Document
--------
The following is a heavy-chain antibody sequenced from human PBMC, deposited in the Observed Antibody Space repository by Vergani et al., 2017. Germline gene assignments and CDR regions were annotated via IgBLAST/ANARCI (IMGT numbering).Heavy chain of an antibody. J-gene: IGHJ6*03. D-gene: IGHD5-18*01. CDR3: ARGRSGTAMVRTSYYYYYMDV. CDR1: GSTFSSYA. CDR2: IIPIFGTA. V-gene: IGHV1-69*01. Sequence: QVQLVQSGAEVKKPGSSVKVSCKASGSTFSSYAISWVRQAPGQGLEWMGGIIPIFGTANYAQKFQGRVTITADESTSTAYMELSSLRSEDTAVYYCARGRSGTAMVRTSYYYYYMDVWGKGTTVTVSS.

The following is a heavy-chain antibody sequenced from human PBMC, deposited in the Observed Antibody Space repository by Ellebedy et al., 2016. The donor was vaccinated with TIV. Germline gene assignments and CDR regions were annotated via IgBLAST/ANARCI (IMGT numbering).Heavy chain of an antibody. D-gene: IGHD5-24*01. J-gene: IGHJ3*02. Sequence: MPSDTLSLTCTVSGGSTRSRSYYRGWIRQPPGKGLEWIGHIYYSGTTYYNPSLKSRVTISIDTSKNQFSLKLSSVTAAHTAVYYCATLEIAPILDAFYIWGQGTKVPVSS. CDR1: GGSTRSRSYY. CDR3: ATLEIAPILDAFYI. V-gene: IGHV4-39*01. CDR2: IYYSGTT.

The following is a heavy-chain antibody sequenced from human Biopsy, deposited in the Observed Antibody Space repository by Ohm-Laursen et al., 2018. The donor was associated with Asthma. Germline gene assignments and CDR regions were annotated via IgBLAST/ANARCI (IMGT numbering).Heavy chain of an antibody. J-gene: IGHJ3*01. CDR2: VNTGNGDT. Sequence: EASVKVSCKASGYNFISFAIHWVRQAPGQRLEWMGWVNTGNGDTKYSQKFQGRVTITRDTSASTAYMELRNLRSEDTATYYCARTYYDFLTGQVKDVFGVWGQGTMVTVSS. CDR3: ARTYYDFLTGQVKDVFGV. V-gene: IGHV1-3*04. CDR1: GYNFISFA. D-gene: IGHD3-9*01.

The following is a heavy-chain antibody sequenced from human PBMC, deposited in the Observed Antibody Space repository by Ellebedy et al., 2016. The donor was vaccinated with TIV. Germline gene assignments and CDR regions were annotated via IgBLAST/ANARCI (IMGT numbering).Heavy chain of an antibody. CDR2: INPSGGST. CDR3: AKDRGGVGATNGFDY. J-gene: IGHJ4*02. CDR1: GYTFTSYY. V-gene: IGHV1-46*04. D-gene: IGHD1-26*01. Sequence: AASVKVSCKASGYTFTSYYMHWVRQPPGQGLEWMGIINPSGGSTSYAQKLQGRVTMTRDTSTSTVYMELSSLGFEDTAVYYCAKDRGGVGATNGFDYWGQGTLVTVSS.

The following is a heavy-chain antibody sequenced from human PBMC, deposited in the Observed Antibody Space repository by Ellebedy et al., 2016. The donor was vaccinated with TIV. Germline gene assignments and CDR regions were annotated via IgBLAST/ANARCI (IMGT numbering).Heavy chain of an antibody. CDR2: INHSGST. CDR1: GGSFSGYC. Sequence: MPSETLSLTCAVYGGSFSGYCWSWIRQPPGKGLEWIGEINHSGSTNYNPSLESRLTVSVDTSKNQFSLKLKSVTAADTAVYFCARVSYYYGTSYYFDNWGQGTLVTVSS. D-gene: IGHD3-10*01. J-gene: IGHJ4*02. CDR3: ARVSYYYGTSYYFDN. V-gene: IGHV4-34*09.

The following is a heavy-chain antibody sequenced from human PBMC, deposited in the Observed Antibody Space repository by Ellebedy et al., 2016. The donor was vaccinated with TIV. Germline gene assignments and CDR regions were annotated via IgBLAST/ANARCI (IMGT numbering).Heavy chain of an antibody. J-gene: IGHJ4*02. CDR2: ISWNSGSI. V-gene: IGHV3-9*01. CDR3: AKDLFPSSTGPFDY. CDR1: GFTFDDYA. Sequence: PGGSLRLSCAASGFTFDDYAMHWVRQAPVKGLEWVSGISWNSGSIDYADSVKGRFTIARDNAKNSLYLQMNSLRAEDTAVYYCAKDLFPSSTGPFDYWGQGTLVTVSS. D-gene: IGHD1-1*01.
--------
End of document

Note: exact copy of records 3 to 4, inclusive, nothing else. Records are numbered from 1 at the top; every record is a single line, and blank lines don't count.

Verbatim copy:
The following is a heavy-chain antibody sequenced from human Biopsy, deposited in the Observed Antibody Space repository by Ohm-Laursen et al., 2018. The donor was associated with Asthma. Germline gene assignments and CDR regions were annotated via IgBLAST/ANARCI (IMGT numbering).Heavy chain of an antibody. J-gene: IGHJ3*01. CDR2: VNTGNGDT. Sequence: EASVKVSCKASGYNFISFAIHWVRQAPGQRLEWMGWVNTGNGDTKYSQKFQGRVTITRDTSASTAYMELRNLRSEDTATYYCARTYYDFLTGQVKDVFGVWGQGTMVTVSS. CDR3: ARTYYDFLTGQVKDVFGV. V-gene: IGHV1-3*04. CDR1: GYNFISFA. D-gene: IGHD3-9*01.

The following is a heavy-chain antibody sequenced from human PBMC, deposited in the Observed Antibody Space repository by Ellebedy et al., 2016. The donor was vaccinated with TIV. Germline gene assignments and CDR regions were annotated via IgBLAST/ANARCI (IMGT numbering).Heavy chain of an antibody. CDR2: INPSGGST. CDR3: AKDRGGVGATNGFDY. J-gene: IGHJ4*02. CDR1: GYTFTSYY. V-gene: IGHV1-46*04. D-gene: IGHD1-26*01. Sequence: AASVKVSCKASGYTFTSYYMHWVRQPPGQGLEWMGIINPSGGSTSYAQKLQGRVTMTRDTSTSTVYMELSSLGFEDTAVYYCAKDRGGVGATNGFDYWGQGTLVTVSS.